|Publication number||US7204400 B2|
|Application number||US 10/788,176|
|Publication date||Apr 17, 2007|
|Filing date||Feb 26, 2004|
|Priority date||Oct 18, 2000|
|Also published as||US6962279, US20040182903|
|Publication number||10788176, 788176, US 7204400 B2, US 7204400B2, US-B2-7204400, US7204400 B2, US7204400B2|
|Inventors||Henry S. Marek, Robert Kwasnick, Ruben Horacio-Flores Moctezuma, Fyodor I. Maydanich|
|Original Assignee||Ge Medical Systems Global Technology Company, Llc|
|Export Citation||BiBTeX, EndNote, RefMan|
|Patent Citations (30), Non-Patent Citations (1), Referenced by (7), Classifications (24), Legal Events (4)|
|External Links: USPTO, USPTO Assignment, Espacenet|
The present application is a divisional of U.S. application Ser. No. 09/691,368, entitled “Apparatus and Method for Glass Separation for Flat Panel Displays,” filed Oct. 18, 2000 now U.S. Pat. No. 6,962,276, which is hereby incorporated by reference in its entirety.
The preferred embodiments of the present invention generally relate to a method and apparatus for separating glass panels such as those used in flat panel displays.
Liquid crystal displays or light imagers, such as those used in X-ray imaging systems, require the manufacture of circuitry on thin glass panels, for example comprising amorphous silicon transistors and photodiodes. The circuitry may range from as small as two centimeters to more than sixty centimeters on a side. Oftentimes, semiconductor devices are formed on the glass panel, making it even more difficult to handle the glass panels because touching the active area of the panel may result in damaging the semiconductor devices. Thus, in producing these panels, manufacturers often use a piece of glass with dimensions slightly larger than the final product dimensions. Then, prior to completing the product, the extra edge portions of the glass panel are removed, resulting in a glass panel with the desired dimensions.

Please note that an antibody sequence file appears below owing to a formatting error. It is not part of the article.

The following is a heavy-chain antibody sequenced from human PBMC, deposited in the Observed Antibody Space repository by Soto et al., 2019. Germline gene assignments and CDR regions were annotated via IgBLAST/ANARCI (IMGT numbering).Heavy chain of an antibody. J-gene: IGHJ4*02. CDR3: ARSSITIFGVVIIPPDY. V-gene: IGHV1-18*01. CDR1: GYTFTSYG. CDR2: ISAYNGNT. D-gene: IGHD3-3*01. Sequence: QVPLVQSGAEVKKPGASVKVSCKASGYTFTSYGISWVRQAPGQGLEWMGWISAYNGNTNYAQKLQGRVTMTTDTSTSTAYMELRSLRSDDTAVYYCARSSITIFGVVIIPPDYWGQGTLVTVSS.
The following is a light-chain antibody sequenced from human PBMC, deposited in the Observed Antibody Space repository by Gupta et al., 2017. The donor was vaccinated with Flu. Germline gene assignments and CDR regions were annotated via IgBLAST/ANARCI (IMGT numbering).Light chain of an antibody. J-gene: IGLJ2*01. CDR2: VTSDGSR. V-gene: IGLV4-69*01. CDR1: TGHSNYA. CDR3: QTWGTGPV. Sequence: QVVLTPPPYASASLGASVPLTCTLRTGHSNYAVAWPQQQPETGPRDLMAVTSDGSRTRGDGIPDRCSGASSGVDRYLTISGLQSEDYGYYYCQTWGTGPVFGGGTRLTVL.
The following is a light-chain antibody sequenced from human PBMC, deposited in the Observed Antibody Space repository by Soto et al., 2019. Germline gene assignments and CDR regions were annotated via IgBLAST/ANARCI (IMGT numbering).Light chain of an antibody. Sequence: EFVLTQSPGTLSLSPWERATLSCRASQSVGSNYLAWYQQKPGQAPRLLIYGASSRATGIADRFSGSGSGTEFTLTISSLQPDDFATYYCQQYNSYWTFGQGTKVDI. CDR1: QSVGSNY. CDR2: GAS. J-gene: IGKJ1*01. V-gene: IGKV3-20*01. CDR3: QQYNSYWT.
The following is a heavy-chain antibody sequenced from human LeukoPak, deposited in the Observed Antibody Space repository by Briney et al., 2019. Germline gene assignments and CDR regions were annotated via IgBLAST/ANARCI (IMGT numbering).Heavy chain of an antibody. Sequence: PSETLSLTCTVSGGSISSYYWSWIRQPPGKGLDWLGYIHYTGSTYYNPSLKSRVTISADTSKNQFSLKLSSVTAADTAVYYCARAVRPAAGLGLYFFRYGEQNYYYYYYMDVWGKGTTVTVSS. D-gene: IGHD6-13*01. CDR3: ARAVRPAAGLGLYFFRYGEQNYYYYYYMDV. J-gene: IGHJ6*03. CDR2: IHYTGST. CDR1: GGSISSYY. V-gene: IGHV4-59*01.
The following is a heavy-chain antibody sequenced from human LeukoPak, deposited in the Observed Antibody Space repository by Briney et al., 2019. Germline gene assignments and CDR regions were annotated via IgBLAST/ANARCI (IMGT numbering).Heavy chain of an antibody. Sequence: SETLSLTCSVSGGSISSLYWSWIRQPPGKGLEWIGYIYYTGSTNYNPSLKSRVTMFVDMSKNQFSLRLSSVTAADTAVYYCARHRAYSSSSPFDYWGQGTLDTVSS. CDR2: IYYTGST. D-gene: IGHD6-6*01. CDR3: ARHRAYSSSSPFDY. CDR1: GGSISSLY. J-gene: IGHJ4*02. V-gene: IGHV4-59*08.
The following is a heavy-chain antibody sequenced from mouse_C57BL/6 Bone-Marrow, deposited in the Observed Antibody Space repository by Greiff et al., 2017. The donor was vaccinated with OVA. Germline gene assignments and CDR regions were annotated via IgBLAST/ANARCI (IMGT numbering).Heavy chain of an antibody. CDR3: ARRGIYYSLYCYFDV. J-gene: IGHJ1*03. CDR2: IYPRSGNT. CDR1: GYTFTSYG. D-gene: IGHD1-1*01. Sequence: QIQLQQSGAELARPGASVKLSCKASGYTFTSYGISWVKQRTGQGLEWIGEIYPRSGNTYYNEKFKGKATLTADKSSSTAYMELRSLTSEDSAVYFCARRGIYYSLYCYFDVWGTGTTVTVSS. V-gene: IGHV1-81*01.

The separation process generally requires two steps. First, the original glass panel is scored, outlining the desired shape and size of the final glass panel. Once scored, the unwanted edges are separated along the scoring lines to achieve the final desired product dimensions. This panel separation process is typically done by manual separation. The manufacturer simply places the unwanted edges between his or her thumb and index finger and applies pressure to the unwanted edges until the glass separates. This conventional method does not allow the person separating the glass to provide a controllable amount of force evenly along the entire edge to be separated, thereby making it difficult to control the direction of the separation crack. Therefore, manual separation often results in defects within the final glass panel. These defects may even be visible to the naked eye, and can reduce the yield of the product. Furthermore, excessive handling of the glass panel may cause electrostatic damage (ESD) to the circuitry. A glass panel with x-ray imager structures formed on it can cost tens of thousands of dollars to produce, but can be completely ruined if not correctly separated. Thus, a more reliable method and apparatus are needed for separating the unwanted portions of glass.